How to Respond to Pregnancy Discrimination 

Facing pregnancy discrimination at work? It’s tough, but here’s a step-by-step on how to handle it:

  1. Document everything. As soon as you sense discrimination, start keeping a record. Log who was involved, what happened, where it happened, and when it happened.
  2. Get witnesses if possible. Witnesses frequently play an outsized role in the outcome of discrimination claims. Consequently, make sure you contact witnesses to any interaction. 
  3. Review policies. Brush up on your workplace’s anti-discrimination and complaint policies. Know where you stand and what processes they have in place.
  4. Speak up. Schedule a talk with your supervisor or HR department and mention your concerns if you are comfortable. From time to time, reporting the discrimination to HR or management can bring it to an end.
  5. File a formal complaint. If talking to your manager seems unsafe or dangerous, file a complaint with your agency’s EEO office. Stick to the facts and avoid letting emotions take over.
  6. Seek legal counsel. Generally, consulting a federal employment attorney as soon as possible is wise. They’ll provide critical guidance, especially if the discrimination leads to termination or other significant employment changes.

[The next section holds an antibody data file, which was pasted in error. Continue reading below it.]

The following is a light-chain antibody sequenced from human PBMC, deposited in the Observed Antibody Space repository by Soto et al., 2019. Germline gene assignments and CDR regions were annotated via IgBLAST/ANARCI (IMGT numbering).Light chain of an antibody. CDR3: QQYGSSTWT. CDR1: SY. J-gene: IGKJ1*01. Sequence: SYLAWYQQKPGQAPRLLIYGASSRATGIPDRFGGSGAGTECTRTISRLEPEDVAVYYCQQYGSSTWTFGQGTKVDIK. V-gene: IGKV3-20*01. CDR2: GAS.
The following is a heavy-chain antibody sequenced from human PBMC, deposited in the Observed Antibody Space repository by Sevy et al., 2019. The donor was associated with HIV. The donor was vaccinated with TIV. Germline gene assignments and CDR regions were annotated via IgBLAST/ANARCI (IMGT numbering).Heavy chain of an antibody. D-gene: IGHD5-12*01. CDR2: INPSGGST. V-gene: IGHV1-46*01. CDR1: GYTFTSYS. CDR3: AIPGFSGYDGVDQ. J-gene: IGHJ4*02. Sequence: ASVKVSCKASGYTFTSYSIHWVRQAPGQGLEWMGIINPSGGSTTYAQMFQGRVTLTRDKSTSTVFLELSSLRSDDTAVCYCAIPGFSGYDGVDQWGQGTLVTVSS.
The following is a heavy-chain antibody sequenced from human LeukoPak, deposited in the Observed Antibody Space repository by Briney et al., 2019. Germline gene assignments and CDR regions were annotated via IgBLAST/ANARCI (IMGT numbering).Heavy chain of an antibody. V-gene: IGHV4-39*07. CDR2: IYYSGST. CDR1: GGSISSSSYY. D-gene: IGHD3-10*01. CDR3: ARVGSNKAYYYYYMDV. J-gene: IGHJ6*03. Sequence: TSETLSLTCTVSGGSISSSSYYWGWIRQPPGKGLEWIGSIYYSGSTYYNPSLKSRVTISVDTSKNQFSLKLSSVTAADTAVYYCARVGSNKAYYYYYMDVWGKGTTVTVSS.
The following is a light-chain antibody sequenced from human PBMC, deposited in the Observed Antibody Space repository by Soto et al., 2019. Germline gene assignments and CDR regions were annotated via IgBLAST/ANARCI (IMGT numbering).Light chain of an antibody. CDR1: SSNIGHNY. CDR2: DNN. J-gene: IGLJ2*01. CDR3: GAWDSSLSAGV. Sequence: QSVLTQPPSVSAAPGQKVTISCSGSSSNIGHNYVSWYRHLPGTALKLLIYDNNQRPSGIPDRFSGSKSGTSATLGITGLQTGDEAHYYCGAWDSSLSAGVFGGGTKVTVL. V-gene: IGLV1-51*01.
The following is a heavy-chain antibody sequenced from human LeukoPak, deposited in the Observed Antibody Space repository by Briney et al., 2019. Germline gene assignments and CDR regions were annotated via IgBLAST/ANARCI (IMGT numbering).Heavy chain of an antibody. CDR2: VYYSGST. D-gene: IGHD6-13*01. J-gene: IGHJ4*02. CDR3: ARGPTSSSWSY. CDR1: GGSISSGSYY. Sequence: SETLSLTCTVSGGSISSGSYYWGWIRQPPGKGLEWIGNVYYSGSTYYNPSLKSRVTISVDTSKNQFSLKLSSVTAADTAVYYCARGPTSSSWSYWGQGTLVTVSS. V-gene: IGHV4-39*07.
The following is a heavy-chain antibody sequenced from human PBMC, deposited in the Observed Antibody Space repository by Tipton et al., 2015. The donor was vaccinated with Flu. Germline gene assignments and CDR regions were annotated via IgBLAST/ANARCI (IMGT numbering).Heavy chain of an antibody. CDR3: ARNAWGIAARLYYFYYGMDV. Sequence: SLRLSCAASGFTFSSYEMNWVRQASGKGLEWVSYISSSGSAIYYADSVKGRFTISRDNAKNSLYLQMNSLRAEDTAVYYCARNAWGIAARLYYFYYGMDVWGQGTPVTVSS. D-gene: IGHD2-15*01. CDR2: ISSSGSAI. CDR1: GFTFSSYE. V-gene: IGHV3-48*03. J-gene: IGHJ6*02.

Finally, take care of yourself. Pregnancy discrimination takes a toll. It’s essential to seek support, whether through friends or family. Your well-being is crucial.

Defend Your Rights by Contacting Us Today

Nobody ever imagines themselves having to deal with pregnancy discrimination. Therefore, it can be confusing and difficult to respond to. However, you’re not alone.

A qualified attorney can partner with you to defend your rights and hold bad actors accountable. 

At the Federal Employment Law Firm of Aaron D. Wersing, PLLC, we specialize exclusively in federal employment law.

That means we’ve seen all kinds of discrimination cases, including pregnancy discrimination. On top of that, we’re passionate about defending federal employees against illegal workplace discrimination.

So, let’s work together to make federal workplaces free from pregnancy discrimination. 

Call us today or contact us online to set up a free initial consultation.

Author Photo

Aaron Wersing, Attorney at Law

Aaron Wersing is the founder of the Law Office of Aaron D. Wersing. Mr. Wersing graduated from the Georgia State University College of Law with a Doctorate in Jurisprudence and was the recipient of the CALI Excellence for the Future Award. Mr. Wersing previously attended the University of Georgia, where he received a Bachelor of Business Administration degree in Accounting. Mr. Wersing is an active member of his local community. Mr. Wersing acts as a volunteer attorney with Houston Volunteer Lawyers, the pro bono legal aid organization of the Houston Bar Association. He is also a member of professional legal organizations such as the National Employment Lawyers Association and the American Inns of Court. To reach Aaron for a consultation, please call him at (833) 833-3529.